Fire in the Mountains
Cherokee Country todayby Donald E. Sheppard & Mr. Jeremiah Wolfe,
Native American, Eastern Band of Cherokee
Illustrated by Cheryl Lucente

CONQUEST in BRIEF      INDIAN PLACE NAMES   Acknowledgements

In the heart of the Great Smoky Mountains live a people whose ancestors came to America thousands of years before Columbus. Ancient tribes had followed animals over a land bridge from Asia when the oceans were shallow during the Ice-age. Tribes hunted large animals with stone tipped spears, then roasted meat and fish over fires in coastal caves and rustic abodes. Hides were used for clothing, shoes and blankets.Woman - Press for More Native Images for School Clans moved down the shorelines with the animals and gathered wild fruits and vegetables along the way. Fire was carried from place to place. Sea shells were used for knives, tools and utensils. Colorful feathers and gems were strung with animal hide and worn for identity.

When our climate got warmer the glaciers melted, oceans rose, smaller animals prevailed and people moved inland with the oceans. Tropical currents flowed into the Gulf of Mexico, causing rains which kept the Mississippi River full year round. Fish and migratory animals ate the foods which grew near the river's bottom lands and thousands of people settled the Mississippi River. They fanned up its feeders as the climate got warmer. Various clans gathered to form villages to protect themselves from others and wild animals. Some in the villages fished, others hunted, some made blankets and clothes from plants and animals, and others gathered wild fruits and vegetables. Pottery was made from clay and seeds were planted in fertile places along the rivers. Houses were made with wood and covered to keep them dry. Fire places were built and used to smoke fish and meat for the winter. Crops were gathered and stored in dry places.
Little Tennessee

The Cherokee Indians lived along the Little Tennessee River's streams in the Appalachian Mountains of North Carolina. They thrived in fertile, cultivated valleys. They built their houses with fireplaces, much like Early American settlers did. Houses were made of wood and stone, fields were planted, nuts and berries were gathered, game was hunted, tobacco was smoked and the Cherokee people adhered to high ethical standards. "Fire," their center of life, became the Cherokee word for "home."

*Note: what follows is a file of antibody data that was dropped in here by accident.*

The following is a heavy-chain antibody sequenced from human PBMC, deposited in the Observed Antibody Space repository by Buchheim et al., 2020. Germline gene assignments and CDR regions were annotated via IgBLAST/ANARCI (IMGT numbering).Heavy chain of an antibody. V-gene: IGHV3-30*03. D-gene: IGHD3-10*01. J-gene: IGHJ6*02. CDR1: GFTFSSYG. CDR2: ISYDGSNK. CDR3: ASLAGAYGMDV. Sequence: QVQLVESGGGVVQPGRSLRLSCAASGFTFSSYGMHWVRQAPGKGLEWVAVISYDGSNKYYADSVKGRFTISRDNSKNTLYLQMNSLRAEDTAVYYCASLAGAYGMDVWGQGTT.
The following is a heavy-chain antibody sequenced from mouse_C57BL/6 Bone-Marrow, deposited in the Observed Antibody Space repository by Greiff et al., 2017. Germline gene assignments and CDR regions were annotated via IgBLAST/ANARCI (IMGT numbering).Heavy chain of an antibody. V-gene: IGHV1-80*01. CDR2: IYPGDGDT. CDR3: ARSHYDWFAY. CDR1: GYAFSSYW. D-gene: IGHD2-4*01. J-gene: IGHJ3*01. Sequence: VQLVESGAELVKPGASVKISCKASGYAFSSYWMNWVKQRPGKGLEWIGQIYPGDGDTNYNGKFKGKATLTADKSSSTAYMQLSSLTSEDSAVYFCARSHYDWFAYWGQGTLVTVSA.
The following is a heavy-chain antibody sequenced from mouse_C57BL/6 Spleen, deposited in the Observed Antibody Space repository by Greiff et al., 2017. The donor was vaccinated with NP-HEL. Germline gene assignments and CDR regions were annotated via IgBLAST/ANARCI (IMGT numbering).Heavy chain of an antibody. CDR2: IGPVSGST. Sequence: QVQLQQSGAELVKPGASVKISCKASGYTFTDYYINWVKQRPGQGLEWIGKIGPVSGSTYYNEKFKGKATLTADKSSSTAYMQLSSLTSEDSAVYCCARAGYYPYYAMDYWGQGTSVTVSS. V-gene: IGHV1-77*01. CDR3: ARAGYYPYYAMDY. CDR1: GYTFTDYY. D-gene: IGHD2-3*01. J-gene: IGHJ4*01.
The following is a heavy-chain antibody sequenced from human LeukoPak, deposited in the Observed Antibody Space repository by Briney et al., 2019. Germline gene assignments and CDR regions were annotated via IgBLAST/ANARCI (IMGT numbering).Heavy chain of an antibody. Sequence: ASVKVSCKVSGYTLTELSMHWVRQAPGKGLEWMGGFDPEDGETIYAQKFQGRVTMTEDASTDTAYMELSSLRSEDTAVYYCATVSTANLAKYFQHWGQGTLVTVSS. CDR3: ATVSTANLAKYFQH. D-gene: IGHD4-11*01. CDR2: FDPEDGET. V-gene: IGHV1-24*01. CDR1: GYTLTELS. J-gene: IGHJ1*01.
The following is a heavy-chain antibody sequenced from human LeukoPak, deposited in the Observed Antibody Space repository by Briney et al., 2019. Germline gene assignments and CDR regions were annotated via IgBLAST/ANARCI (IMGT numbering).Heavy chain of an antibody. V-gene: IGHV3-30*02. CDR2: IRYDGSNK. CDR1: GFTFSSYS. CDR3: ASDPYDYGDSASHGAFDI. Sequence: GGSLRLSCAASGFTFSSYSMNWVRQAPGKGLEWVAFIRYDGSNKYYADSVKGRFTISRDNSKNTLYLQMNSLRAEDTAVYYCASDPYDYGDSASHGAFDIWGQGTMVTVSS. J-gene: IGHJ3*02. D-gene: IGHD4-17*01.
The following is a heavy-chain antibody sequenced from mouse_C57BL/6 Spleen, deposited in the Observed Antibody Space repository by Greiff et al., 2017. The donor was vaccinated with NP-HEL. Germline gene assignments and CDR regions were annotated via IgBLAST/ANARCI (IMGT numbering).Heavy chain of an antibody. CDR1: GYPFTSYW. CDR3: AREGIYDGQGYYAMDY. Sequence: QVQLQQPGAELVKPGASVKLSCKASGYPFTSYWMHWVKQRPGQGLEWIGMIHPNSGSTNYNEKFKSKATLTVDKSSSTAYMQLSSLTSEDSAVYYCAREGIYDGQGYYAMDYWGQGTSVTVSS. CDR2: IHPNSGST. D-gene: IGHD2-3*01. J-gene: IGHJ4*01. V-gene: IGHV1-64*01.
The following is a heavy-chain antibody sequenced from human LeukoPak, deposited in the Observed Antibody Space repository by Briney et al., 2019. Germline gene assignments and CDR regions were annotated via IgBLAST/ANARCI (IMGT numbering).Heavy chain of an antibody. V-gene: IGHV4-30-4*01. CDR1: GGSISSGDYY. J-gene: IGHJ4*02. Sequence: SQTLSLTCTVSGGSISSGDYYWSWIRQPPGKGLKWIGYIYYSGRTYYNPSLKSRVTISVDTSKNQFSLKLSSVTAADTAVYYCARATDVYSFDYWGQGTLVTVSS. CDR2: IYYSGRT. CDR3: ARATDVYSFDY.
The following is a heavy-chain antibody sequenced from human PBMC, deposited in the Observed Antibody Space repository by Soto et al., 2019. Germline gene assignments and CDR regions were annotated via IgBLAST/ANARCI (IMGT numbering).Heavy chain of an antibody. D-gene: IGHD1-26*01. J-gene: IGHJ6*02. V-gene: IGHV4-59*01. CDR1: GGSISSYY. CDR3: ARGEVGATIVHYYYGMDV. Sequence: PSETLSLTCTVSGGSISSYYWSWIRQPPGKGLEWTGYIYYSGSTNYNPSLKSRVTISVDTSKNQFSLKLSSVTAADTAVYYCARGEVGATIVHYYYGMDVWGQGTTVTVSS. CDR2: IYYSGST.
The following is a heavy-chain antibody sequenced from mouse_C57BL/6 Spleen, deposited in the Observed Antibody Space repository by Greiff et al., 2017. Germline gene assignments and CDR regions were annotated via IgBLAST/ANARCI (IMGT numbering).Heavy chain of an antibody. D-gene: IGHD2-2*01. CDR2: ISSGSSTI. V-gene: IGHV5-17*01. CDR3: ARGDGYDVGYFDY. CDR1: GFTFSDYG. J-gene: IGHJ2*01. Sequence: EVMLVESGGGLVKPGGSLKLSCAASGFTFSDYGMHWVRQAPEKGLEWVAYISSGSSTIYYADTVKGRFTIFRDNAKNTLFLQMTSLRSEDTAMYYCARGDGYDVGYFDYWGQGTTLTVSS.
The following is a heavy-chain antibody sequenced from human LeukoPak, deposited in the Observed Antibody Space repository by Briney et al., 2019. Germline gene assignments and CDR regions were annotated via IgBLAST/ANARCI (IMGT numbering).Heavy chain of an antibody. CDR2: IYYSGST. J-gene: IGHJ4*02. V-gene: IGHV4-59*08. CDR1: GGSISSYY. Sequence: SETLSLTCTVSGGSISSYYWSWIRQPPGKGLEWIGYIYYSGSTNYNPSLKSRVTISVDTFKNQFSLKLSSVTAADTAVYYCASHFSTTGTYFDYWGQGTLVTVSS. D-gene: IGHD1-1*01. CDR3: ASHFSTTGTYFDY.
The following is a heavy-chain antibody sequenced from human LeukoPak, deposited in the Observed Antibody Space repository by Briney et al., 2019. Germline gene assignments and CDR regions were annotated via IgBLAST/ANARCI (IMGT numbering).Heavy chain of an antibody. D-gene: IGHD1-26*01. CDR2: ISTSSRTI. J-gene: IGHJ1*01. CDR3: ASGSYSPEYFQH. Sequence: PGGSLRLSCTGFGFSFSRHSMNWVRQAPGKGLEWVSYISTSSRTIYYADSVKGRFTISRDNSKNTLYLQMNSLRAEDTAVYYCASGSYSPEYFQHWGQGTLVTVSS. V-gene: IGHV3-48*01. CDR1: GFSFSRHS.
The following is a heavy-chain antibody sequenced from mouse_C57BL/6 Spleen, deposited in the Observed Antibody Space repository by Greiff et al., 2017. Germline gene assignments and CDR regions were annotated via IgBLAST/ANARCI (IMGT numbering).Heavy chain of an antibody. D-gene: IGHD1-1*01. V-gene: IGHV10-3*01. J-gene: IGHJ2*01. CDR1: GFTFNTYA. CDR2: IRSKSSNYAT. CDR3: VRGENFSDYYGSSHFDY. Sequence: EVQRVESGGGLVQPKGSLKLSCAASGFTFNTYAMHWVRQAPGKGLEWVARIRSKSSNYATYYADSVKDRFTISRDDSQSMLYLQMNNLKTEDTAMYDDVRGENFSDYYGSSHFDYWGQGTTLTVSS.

Native America's Great River

Dugout canoes were used to trade among nations of people with different customs, languages and gestures. Over centuries nations grew with the exchange of news, foods, hides, clothing, metals, shells and art. The Cherokee Indians, the upper Little Tennessee River people, became one of the nations residing along what Native American's called The Great River - the Mississippi River and all of its big tributaries - including the Tennessee, the Cumberland, the Ohio, the Wabash, Upper Mississippi and the Arkansas Rivers (press image at left). Indian economy focused into the continent, with Southeastern Illinois at the center of trade. Hernando de Soto would cross those rivers and visit that place during his Native American Conquest.

Stecoah Valley,
North CarolinaRivers between the Cherokee mountains, fed by creeks running from all directions, flowed north and west into the Great River, the Cherokees' lifeline to other Indian cultures. A network of roads followed those rivers and streams to connect the Cherokee villages. Steep mountain gaps limited routing choices so Cherokee roads converged at certain gaps, just as roads do today in those mountains. Village chieftains lead and represented the people to the tribe as a whole. The people used the roads to trade and compete with other villages. They continued to grow and flourish well after Columbus discovered America, but when Hernando de Soto followed their roads into their mountains in 1540 many things changed.

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